The Intergovernmental Panel on Climate Change (IPCC) included Mann's graph in its Third Assessment Report in 2001. Al Gore and Davis Guggenheim then included it in their 2006 climate-change documentary An Inconvenient Truth. The film galvanized both the pro- and contra-climate-science camps, propelling the issue of human-caused global warming into the culture wars—and Mann along with it. "Since then, my life has been crazy," he says. "People have stolen my e-mails and bought billboards and newspaper ads to denounce me; they've staged bogus grassroots protests; they've threatened my family. I've been through eight investigations by everyone from the National Science Foundation to the British House of Commons. Every time, they find no evidence of fraud or misuse of information. Every time, they conclude that my methods are sound, my data replicable. And every time I'm exonerated, another investigation pops up."
Mann has been called a "compulsive liar, a con man and an extraordinary psychological case." Some critics accuse him of masterminding a cabal of scientists that aims to establish a new world order. Still others compare him to Hitler, Stalin and Satan.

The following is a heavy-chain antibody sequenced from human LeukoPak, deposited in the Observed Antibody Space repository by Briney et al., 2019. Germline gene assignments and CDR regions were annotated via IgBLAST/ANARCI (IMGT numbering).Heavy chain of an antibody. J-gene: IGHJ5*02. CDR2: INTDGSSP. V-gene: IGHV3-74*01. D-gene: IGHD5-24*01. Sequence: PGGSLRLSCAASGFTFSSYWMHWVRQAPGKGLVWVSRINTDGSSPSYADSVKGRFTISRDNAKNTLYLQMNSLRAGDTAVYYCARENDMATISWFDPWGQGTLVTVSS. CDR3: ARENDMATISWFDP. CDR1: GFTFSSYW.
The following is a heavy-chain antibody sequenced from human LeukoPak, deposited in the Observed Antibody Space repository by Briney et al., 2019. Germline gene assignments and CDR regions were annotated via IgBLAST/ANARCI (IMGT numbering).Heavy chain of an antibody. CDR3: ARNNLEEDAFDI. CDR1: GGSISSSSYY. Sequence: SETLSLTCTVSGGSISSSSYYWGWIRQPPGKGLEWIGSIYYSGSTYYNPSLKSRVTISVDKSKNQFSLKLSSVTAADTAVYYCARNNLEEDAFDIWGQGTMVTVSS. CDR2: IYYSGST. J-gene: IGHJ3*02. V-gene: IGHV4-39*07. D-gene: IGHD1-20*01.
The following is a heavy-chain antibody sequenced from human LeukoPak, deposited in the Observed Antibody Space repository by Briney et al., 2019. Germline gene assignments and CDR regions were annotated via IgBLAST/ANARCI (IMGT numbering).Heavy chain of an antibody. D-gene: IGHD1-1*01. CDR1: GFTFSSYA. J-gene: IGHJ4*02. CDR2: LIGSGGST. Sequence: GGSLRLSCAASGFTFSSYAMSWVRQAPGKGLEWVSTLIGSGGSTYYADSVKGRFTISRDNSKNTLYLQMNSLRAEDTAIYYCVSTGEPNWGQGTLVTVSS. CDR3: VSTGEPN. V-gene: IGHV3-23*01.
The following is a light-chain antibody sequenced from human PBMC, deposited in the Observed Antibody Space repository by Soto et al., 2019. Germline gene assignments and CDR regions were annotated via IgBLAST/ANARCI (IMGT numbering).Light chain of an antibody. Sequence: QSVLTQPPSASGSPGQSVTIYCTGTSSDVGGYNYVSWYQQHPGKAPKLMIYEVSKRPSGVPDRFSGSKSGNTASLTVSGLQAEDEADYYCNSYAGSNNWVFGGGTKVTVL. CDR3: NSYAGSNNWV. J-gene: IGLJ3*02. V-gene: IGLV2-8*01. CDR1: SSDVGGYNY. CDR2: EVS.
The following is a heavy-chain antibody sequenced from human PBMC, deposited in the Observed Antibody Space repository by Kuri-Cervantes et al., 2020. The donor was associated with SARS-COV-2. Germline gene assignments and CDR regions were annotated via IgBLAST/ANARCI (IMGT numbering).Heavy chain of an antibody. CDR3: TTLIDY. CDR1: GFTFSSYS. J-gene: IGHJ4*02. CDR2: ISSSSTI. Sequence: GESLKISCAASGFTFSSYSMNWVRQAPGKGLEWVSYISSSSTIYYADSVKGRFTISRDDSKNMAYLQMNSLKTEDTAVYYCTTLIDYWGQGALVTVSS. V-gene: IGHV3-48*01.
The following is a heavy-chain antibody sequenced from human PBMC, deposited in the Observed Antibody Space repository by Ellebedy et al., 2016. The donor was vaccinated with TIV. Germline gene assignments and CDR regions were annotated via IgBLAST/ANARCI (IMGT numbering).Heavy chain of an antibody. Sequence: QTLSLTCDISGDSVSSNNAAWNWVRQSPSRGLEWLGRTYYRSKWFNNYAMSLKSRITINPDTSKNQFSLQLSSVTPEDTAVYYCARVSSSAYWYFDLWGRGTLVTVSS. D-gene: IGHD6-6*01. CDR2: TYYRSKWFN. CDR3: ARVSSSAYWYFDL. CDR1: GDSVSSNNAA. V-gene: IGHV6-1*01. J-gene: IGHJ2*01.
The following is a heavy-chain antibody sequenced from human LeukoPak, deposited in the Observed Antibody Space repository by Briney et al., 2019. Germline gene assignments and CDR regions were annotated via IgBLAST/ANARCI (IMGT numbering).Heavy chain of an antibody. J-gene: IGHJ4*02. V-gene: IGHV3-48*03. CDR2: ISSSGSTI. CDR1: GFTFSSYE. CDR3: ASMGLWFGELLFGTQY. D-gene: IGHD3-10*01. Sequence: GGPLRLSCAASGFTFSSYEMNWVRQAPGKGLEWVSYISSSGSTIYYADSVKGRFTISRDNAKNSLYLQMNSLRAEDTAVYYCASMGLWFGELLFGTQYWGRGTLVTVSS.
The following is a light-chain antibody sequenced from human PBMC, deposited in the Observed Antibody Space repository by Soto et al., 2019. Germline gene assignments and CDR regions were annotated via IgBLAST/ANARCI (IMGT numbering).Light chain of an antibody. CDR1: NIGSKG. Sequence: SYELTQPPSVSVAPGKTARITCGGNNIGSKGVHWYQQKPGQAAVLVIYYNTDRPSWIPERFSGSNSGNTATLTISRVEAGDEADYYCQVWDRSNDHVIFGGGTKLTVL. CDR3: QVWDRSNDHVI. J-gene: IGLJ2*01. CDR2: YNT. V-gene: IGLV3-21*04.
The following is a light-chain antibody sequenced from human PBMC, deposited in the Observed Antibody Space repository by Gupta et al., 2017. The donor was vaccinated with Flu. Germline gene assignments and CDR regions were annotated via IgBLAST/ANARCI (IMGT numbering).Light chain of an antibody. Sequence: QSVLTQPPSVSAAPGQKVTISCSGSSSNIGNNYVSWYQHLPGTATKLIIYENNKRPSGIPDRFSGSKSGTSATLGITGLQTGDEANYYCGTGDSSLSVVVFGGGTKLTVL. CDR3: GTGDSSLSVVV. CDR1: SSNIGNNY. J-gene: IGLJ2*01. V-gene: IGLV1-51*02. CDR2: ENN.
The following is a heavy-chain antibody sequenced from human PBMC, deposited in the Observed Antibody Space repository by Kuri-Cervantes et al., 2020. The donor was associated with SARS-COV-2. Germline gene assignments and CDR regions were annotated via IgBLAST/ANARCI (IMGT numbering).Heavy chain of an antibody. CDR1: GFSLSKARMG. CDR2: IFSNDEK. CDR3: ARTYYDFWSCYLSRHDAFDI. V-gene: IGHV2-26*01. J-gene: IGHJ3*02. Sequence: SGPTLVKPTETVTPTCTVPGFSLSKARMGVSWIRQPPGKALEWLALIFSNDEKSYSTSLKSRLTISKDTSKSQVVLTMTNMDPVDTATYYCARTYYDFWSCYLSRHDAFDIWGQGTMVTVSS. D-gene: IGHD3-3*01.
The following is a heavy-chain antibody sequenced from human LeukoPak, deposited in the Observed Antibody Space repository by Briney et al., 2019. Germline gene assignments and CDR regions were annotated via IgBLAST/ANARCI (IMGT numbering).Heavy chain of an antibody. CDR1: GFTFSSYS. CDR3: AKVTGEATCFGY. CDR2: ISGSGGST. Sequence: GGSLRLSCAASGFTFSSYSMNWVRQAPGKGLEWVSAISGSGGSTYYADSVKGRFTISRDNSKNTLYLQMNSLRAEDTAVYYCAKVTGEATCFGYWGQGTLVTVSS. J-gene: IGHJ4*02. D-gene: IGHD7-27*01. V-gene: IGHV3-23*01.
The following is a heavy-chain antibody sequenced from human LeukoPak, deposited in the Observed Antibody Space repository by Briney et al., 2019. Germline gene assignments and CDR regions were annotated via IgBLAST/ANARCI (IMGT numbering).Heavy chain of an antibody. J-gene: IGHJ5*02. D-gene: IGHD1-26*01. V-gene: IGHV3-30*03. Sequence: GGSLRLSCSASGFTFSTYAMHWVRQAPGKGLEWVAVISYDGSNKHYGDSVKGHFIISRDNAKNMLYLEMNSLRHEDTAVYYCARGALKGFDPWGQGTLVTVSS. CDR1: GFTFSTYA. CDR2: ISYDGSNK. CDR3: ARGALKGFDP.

At the time of our meeting, Mann was juggling several FOIA requests and two lawsuits—one of which would be resolved the following week, when the Virginia Supreme Court rejected the state attorney general's demand that the University of Virginia (Mann's former employer) turn over the researcher's e-mails and other documents. The university spent nearly $600,000 to argue that releasing personal correspondence would chill academic research. "Yes, there's been a toll on me and my family," Mann says. "But it's bigger than that. Look what it's doing to science, when others see this and see what happens if they speak up about their research. These efforts to discredit science are well-organized. It's not just a bunch of crazy people."
Here's a good read for you Greystone:
"If they were intellectually honest these folks (deniers) would say, yes this is happening, but the costs to the economy or personal freedom etc. of changing it are too high, so we shouldn’t even try. Problem is, with most people that’s a losing argument, so instead these folks try to undermine public understanding of the science and deliberately waste the time of scientists and journalists."